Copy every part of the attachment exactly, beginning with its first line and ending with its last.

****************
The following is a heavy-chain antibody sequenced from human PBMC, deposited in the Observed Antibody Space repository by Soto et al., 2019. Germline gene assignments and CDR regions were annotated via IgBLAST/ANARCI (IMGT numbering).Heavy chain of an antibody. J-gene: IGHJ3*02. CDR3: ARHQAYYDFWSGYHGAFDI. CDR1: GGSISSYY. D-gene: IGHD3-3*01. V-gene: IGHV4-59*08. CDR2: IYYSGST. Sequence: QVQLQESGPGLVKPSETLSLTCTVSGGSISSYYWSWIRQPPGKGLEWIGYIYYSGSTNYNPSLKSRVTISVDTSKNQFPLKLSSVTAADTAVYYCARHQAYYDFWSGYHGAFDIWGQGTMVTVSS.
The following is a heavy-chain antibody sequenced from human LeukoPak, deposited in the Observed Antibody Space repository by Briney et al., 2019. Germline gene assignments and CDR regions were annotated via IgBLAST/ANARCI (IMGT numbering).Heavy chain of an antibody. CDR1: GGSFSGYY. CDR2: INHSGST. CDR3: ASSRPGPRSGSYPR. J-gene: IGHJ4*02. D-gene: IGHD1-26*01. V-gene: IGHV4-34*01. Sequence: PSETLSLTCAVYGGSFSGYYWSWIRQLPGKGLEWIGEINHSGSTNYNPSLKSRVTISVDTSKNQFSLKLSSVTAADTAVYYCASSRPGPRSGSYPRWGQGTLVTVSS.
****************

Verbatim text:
The following is a heavy-chain antibody sequenced from human PBMC, deposited in the Observed Antibody Space repository by Soto et al., 2019. Germline gene assignments and CDR regions were annotated via IgBLAST/ANARCI (IMGT numbering).Heavy chain of an antibody. J-gene: IGHJ3*02. CDR3: ARHQAYYDFWSGYHGAFDI. CDR1: GGSISSYY. D-gene: IGHD3-3*01. V-gene: IGHV4-59*08. CDR2: IYYSGST. Sequence: QVQLQESGPGLVKPSETLSLTCTVSGGSISSYYWSWIRQPPGKGLEWIGYIYYSGSTNYNPSLKSRVTISVDTSKNQFPLKLSSVTAADTAVYYCARHQAYYDFWSGYHGAFDIWGQGTMVTVSS.
The following is a heavy-chain antibody sequenced from human LeukoPak, deposited in the Observed Antibody Space repository by Briney et al., 2019. Germline gene assignments and CDR regions were annotated via IgBLAST/ANARCI (IMGT numbering).Heavy chain of an antibody. CDR1: GGSFSGYY. CDR2: INHSGST. CDR3: ASSRPGPRSGSYPR. J-gene: IGHJ4*02. D-gene: IGHD1-26*01. V-gene: IGHV4-34*01. Sequence: PSETLSLTCAVYGGSFSGYYWSWIRQLPGKGLEWIGEINHSGSTNYNPSLKSRVTISVDTSKNQFSLKLSSVTAADTAVYYCASSRPGPRSGSYPRWGQGTLVTVSS.